Behind the scenes of The Case

7 March 2023

The highlight of the year for the Music in Education department has come and gone. For The Case, dozens of students move heaven and earth for three weeks to create a spectacular musical theatre performance. It is not only the Music Education students who put in the hard work, but it is also a very important moment in the year for the Art of Sound students. Through the intense collaboration and new challenges, everyone involved in the project learns a lot. We talk to Simon Kalker (Art of Sound) and Emiel Semmekrot (Music in Education) about this. For both of them, this was the second time they had taken part in The Case.

This year's theme of The Case was 'Colourful', in contrast to last year's theme 'Concrete'. The director was Pepijn Cladder.

Emiel: 'Nothing was fixed before we started, but the director wanted it to be a creative process of the whole department. So we had a lot of possibilities. We always got three weeks of rehearsal, the first week is really meant to rehearse all the pieces, and later in the year, there are two consecutive weeks where we really put the show together. Each student was asked to suggest a maximum of two pieces, and on the Friday of the first week, we had auditions. We put together a panel of students, two from each year group, and they chose the pieces that would end up in the performance. They made sure that every student got their time to shine. With The Case, once a year we get the chance to show what we're capable of within our course, so we try to make the program as diverse as possible.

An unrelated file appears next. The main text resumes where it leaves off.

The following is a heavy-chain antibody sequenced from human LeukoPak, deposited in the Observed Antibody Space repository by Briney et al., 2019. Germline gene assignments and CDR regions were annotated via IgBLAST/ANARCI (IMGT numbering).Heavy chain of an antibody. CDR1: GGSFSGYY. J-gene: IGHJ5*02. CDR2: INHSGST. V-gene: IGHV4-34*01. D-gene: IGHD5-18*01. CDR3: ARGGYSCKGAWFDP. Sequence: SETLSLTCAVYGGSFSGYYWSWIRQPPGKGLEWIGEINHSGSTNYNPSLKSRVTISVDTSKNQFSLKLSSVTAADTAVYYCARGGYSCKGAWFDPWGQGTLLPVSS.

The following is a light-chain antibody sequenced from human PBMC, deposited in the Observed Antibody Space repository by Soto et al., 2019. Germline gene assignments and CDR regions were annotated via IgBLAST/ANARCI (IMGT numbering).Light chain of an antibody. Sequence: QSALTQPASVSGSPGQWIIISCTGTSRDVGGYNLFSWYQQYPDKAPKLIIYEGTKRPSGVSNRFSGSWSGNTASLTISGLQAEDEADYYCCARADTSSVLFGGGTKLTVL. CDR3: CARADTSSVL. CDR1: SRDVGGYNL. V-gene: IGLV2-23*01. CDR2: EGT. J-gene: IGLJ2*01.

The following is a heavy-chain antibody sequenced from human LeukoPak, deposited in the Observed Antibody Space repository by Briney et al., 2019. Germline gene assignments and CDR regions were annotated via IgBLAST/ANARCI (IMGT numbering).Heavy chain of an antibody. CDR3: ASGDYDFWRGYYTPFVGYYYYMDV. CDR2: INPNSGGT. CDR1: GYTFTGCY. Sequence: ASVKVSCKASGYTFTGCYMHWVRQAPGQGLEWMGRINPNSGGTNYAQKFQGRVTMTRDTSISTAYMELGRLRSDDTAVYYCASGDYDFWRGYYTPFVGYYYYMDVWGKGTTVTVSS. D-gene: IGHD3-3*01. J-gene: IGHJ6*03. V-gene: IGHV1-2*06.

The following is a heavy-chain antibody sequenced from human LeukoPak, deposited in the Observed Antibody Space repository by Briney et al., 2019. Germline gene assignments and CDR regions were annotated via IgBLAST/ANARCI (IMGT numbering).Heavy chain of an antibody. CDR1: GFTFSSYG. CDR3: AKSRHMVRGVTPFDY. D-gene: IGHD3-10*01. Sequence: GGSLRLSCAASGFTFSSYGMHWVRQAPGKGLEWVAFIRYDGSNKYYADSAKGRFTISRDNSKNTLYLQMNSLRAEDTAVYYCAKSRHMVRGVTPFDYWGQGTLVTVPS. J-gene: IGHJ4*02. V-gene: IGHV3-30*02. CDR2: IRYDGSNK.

Join forces
Emiel: 'This year, for the first time, we've collaborated with students from KABK. We recorded all the pieces and sent them their way. Then we got together and brainstormed how they could add to The Case, for example with decor, lighting, or poster design.

This collaboration taught me that there were a lot more possibilities than I thought. For example, they came up with ideas like using scents in the performance and all sorts of things I didn't even know existed.

It was really fun to see that there were a lot of new influences and a different way of looking at music. We are mostly concerned with what it sounds like, but they were more focused on the way you look at it. The visual projections they did for our music really added an extra layer to the experience. It was very special.

One collaboration that has been going on for much longer is the one with Art of Sound.
Simon: 'The Case is also one of the larger projects for the Art of Sound department. Every year we work with a large team of students and everyone has their own role within the production. The first year I was involved I was on the monitors, responsible for the sound that the performers themselves heard. This year I was the project leader, so I was ultimately responsible for everything to do with sound.

Emiel: 'It's very nice that the Art of Sound students are there to help us. You don't really see them on stage, only at the last show they had to come up to take in the applause, but of course, they really deserve it. Without them, we wouldn't have a show. They do a great job and work really hard to give us the best sound possible. We also learn a lot from each other. I myself, as a classically trained musician, do not really think about how something sounds through the speakers and the microphone, so it is very interesting that they have a lot of knowledge about that.